In many ways, this book is a guide to life, a look at how I made it to where I am today. I want to talk about the goals I had for myself that helped to break me out of the cycle of poverty, addiction, and hopelessness that had trapped my family for so long—and the people who helped me get there. I went from being a homeless child in Memphis to playing in the NFL, and that doesn't happen just by wishing for it. I want to offer advice and encouragement to both the adults who want to be part of a solution and to the kids who might pick up this book and believe there is no way out for them. Yes, the ending of my story is unique, but it doesn't have to be.
I knew when I made it to the pros that I had done the impossible. I can't say that I was never going to look back, though. That's the point of this book—to look back to all the other kids in situations like mine, where no one has any hope for them or gives them a shot to make it out of high school and into mainstream society. We don't have to end up on the streets or in prison just because the statistics say that's where we're headed.
I know there are many people out there who have the love, energy, talents, and resources to make a difference in someone else's life. It might seem intimidating at first to try to figure out how, where, and who to help. I want this book to help give some advice and direction for anyone who wants to be a part of the solution.
The numbers can seem overwhelming, and it can be hard to imagine that anything you have to offer could possibly make a difference with so many kids in the foster system and stuck in terrible neighborhoods and bad home situations. But you have to remember that every small act of love and concern makes a difference to that child.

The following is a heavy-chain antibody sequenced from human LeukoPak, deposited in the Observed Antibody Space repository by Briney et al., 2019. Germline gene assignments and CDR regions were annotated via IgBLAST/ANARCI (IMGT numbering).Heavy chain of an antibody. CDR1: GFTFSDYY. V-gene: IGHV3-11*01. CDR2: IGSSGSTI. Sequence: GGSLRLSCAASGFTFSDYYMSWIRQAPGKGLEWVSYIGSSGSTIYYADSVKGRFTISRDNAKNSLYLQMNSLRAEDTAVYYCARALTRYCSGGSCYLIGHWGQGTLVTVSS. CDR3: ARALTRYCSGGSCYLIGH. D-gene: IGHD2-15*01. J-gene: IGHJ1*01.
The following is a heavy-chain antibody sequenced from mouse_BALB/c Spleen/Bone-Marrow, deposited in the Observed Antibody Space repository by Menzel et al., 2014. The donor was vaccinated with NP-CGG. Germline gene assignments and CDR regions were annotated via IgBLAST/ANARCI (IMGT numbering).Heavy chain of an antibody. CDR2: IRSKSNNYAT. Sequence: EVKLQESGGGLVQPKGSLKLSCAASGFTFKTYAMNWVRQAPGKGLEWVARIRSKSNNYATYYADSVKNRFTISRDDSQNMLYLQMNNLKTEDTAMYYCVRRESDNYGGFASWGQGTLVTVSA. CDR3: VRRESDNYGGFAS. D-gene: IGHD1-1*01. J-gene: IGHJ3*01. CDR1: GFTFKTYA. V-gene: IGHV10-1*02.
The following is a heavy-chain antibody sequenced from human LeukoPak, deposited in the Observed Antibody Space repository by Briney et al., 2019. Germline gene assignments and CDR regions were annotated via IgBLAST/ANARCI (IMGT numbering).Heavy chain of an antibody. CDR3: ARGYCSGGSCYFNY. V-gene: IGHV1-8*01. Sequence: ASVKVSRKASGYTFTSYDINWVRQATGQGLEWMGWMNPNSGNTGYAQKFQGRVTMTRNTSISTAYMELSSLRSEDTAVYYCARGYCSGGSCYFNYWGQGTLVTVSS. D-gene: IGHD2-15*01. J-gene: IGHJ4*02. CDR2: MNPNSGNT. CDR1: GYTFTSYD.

And as I have learned, a lot of tiny gestures of kindness can add up to something great.
After The Blind Side came out, I had all kinds of people asking me questions about what my life had been like before I started at Briarcrest Academy. Some questions came from reporters. It didn't really bother me that I didn't have much I could share with them. But then those letters started coming in: to the Baltimore Ravens' office, to Ole Miss, to the Tuohys' house. The more I thought about the kids writing me, the more I realized that I had a responsibility to look into my past and really think about what had happened and what had helped in my life to give me hope for the future. It wasn't just time for me to be honest with myself about what I had been through; I owed it to all those other kids who looked at me and saw a role model. Kids who were in the same place I was just a few years ago were watching me not just because they liked the movie or enjoy watching sports. Sure, a lot of people write to me wanting to talk about football. But the letters that truly stood out to me were the ones from those kids whose stories I understood. They weren't writing me for an autograph. They were studying me because they wanted to learn how I had managed to make something out of my life when all of the statistics and studies you read point to kids like us having no shot.
So that was why I was sitting at a table with Ms. Spivey on a hot July afternoon, talking about stuff that happened a decade or more ago. I had decided to write a book that reached back before my happy ending to look at what happened to me and how I ended up where I did.